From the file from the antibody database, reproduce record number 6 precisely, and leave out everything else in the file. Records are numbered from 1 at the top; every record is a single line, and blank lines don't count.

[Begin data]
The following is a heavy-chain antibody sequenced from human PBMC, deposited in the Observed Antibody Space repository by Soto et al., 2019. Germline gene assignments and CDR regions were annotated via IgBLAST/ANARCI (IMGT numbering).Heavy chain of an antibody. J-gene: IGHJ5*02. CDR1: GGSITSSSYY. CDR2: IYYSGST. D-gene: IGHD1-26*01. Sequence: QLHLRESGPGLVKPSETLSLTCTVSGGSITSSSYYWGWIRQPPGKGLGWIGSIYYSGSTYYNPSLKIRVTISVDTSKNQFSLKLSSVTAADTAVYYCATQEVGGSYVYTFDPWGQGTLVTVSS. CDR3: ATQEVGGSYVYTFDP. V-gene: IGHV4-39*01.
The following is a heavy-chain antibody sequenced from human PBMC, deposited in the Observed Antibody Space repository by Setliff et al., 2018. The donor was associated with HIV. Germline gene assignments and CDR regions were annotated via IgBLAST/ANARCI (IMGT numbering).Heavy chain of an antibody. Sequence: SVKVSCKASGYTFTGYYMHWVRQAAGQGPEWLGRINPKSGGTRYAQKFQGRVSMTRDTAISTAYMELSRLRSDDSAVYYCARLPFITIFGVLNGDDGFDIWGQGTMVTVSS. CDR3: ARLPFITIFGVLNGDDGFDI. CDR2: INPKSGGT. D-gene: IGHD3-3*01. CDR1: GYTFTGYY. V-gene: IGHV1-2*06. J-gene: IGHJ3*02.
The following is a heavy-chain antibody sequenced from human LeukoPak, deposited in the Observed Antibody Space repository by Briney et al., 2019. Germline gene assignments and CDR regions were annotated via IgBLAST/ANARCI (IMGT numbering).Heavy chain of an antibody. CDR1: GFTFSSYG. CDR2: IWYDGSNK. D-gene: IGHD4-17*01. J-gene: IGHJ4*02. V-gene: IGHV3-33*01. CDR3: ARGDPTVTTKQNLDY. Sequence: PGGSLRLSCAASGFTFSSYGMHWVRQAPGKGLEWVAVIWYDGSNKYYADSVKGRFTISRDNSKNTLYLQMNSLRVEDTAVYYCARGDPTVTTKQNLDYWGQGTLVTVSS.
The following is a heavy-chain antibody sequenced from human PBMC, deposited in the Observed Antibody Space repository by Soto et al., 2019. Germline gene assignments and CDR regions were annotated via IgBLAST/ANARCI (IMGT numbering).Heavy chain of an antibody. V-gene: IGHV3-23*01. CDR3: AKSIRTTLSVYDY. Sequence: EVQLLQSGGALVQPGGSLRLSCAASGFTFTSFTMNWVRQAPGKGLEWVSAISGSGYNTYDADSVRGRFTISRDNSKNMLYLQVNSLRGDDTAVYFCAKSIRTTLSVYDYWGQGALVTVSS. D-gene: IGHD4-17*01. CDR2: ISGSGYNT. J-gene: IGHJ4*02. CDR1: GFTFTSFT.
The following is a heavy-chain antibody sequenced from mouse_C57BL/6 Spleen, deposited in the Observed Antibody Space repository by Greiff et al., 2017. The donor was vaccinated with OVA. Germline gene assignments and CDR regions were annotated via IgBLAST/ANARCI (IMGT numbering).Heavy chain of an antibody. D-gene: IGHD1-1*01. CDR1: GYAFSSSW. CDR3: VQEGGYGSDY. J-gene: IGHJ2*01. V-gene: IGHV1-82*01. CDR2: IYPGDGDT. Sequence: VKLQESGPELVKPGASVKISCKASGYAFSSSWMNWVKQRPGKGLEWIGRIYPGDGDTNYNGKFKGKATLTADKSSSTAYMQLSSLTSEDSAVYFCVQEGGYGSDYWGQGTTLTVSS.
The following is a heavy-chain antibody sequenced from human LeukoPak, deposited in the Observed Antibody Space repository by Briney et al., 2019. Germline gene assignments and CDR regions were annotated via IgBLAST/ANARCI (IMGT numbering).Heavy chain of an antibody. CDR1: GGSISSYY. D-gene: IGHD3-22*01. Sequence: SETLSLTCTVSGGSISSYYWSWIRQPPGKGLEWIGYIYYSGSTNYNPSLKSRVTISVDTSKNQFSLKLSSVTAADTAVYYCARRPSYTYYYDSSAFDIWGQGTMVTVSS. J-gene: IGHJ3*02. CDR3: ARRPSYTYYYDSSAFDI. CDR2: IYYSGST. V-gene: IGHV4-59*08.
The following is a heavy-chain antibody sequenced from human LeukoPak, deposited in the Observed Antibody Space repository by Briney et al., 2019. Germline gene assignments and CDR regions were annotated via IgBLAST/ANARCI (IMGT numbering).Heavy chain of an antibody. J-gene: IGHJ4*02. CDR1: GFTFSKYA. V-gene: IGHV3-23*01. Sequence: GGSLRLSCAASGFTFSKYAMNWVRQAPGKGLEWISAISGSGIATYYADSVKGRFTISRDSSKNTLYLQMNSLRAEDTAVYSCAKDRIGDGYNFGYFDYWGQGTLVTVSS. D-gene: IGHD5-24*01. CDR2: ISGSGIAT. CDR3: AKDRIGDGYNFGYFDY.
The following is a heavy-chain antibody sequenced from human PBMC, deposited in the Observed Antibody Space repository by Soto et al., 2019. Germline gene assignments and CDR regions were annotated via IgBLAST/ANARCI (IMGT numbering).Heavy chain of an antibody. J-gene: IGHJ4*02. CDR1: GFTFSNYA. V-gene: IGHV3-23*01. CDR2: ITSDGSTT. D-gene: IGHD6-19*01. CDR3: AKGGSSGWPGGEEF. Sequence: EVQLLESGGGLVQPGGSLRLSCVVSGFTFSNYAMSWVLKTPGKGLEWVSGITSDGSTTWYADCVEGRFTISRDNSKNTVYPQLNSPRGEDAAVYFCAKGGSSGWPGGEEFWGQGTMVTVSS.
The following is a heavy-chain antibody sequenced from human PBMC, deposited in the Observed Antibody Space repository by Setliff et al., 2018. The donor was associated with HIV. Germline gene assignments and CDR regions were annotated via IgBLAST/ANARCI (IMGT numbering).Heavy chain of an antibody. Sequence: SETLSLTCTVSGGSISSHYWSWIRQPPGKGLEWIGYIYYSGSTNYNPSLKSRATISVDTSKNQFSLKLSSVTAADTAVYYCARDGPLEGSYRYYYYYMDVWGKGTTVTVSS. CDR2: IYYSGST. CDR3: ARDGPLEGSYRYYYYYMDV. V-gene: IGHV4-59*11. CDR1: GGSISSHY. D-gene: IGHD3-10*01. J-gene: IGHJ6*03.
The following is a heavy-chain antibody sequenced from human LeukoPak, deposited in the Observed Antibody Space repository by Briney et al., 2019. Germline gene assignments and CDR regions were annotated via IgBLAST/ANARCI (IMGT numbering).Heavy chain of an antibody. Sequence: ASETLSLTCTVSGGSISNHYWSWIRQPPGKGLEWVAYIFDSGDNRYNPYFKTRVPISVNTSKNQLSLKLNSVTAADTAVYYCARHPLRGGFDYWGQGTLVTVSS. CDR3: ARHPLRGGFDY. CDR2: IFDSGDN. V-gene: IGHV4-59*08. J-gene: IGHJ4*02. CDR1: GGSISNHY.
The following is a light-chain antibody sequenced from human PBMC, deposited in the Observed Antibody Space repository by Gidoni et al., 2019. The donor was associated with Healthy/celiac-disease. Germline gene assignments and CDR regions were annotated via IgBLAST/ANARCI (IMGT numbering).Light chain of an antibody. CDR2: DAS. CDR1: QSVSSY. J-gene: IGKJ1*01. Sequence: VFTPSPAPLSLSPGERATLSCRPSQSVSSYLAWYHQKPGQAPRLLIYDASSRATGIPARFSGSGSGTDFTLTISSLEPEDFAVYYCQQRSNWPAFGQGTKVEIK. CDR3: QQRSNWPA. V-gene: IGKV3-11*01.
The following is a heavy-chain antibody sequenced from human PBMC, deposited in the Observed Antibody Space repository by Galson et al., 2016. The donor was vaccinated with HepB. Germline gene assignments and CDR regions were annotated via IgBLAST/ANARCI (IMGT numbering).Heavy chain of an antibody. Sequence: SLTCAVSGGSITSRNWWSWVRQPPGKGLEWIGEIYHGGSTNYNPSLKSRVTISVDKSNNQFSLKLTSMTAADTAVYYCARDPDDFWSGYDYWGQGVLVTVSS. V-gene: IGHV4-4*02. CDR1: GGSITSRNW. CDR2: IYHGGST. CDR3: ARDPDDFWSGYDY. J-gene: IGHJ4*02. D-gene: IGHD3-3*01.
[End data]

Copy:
The following is a heavy-chain antibody sequenced from human LeukoPak, deposited in the Observed Antibody Space repository by Briney et al., 2019. Germline gene assignments and CDR regions were annotated via IgBLAST/ANARCI (IMGT numbering).Heavy chain of an antibody. CDR1: GGSISSYY. D-gene: IGHD3-22*01. Sequence: SETLSLTCTVSGGSISSYYWSWIRQPPGKGLEWIGYIYYSGSTNYNPSLKSRVTISVDTSKNQFSLKLSSVTAADTAVYYCARRPSYTYYYDSSAFDIWGQGTMVTVSS. J-gene: IGHJ3*02. CDR3: ARRPSYTYYYDSSAFDI. CDR2: IYYSGST. V-gene: IGHV4-59*08.